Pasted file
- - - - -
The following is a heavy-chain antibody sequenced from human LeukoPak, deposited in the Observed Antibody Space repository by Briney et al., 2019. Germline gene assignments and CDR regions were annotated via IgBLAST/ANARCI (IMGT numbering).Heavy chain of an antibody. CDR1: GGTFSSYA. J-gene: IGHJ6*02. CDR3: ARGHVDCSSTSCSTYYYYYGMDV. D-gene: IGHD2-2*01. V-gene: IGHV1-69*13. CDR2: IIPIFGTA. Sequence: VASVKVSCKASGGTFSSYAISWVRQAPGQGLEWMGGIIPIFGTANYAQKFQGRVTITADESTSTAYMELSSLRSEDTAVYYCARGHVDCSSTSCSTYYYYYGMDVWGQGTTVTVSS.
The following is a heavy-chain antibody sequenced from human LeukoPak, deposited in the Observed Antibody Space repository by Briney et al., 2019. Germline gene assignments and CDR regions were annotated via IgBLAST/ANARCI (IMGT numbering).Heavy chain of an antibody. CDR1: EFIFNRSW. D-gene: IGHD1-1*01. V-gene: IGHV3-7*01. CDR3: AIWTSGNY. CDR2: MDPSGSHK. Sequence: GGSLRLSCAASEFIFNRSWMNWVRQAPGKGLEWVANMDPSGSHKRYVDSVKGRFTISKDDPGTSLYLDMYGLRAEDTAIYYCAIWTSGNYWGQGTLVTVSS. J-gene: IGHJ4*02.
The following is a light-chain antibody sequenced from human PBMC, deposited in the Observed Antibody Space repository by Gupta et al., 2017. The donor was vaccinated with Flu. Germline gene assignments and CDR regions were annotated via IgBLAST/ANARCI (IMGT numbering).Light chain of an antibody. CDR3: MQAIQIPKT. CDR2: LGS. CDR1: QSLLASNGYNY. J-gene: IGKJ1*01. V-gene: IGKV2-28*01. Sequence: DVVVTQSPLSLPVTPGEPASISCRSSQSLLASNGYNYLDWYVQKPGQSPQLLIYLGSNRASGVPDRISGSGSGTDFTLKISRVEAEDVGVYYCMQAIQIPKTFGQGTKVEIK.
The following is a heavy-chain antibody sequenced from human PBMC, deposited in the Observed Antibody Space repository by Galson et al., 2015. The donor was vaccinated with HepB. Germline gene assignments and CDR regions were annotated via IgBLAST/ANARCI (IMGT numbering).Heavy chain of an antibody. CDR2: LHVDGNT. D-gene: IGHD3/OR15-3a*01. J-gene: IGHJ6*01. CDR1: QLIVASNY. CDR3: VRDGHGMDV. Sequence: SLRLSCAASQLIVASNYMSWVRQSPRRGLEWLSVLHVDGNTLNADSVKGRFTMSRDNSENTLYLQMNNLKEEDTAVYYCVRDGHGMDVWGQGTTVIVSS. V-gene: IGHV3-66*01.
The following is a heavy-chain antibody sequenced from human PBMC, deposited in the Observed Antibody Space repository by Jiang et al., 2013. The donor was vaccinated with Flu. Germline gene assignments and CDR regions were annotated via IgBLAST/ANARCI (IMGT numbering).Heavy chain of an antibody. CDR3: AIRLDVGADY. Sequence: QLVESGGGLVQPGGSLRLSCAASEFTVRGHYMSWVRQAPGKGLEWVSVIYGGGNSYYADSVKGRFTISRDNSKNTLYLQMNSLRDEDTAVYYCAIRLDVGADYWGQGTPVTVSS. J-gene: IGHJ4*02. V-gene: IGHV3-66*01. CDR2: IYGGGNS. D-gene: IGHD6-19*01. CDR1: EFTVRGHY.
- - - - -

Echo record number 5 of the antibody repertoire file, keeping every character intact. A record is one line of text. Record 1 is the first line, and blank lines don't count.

The following is a heavy-chain antibody sequenced from human PBMC, deposited in the Observed Antibody Space repository by Jiang et al., 2013. The donor was vaccinated with Flu. Germline gene assignments and CDR regions were annotated via IgBLAST/ANARCI (IMGT numbering).Heavy chain of an antibody. CDR3: AIRLDVGADY. Sequence: QLVESGGGLVQPGGSLRLSCAASEFTVRGHYMSWVRQAPGKGLEWVSVIYGGGNSYYADSVKGRFTISRDNSKNTLYLQMNSLRDEDTAVYYCAIRLDVGADYWGQGTPVTVSS. J-gene: IGHJ4*02. V-gene: IGHV3-66*01. CDR2: IYGGGNS. D-gene: IGHD6-19*01. CDR1: EFTVRGHY.